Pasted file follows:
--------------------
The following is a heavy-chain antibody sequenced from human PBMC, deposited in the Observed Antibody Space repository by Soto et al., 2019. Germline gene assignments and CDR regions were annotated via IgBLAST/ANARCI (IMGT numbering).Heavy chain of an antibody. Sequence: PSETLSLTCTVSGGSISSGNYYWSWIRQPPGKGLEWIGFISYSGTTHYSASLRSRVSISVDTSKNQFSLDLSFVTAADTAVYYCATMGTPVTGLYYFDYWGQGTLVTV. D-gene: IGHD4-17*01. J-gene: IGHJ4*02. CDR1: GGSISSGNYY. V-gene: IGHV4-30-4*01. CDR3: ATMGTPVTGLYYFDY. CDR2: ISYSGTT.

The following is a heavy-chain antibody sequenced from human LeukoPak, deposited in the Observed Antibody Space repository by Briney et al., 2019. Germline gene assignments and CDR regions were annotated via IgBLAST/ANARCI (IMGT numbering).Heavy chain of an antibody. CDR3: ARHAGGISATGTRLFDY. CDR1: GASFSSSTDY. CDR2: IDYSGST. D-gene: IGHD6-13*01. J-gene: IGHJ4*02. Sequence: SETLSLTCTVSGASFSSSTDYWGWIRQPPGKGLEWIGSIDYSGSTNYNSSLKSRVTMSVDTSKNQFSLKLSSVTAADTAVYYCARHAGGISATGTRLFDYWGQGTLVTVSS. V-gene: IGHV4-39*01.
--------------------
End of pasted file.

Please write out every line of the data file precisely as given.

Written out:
The following is a heavy-chain antibody sequenced from human PBMC, deposited in the Observed Antibody Space repository by Soto et al., 2019. Germline gene assignments and CDR regions were annotated via IgBLAST/ANARCI (IMGT numbering).Heavy chain of an antibody. Sequence: PSETLSLTCTVSGGSISSGNYYWSWIRQPPGKGLEWIGFISYSGTTHYSASLRSRVSISVDTSKNQFSLDLSFVTAADTAVYYCATMGTPVTGLYYFDYWGQGTLVTV. D-gene: IGHD4-17*01. J-gene: IGHJ4*02. CDR1: GGSISSGNYY. V-gene: IGHV4-30-4*01. CDR3: ATMGTPVTGLYYFDY. CDR2: ISYSGTT.

The following is a heavy-chain antibody sequenced from human LeukoPak, deposited in the Observed Antibody Space repository by Briney et al., 2019. Germline gene assignments and CDR regions were annotated via IgBLAST/ANARCI (IMGT numbering).Heavy chain of an antibody. CDR3: ARHAGGISATGTRLFDY. CDR1: GASFSSSTDY. CDR2: IDYSGST. D-gene: IGHD6-13*01. J-gene: IGHJ4*02. Sequence: SETLSLTCTVSGASFSSSTDYWGWIRQPPGKGLEWIGSIDYSGSTNYNSSLKSRVTMSVDTSKNQFSLKLSSVTAADTAVYYCARHAGGISATGTRLFDYWGQGTLVTVSS. V-gene: IGHV4-39*01.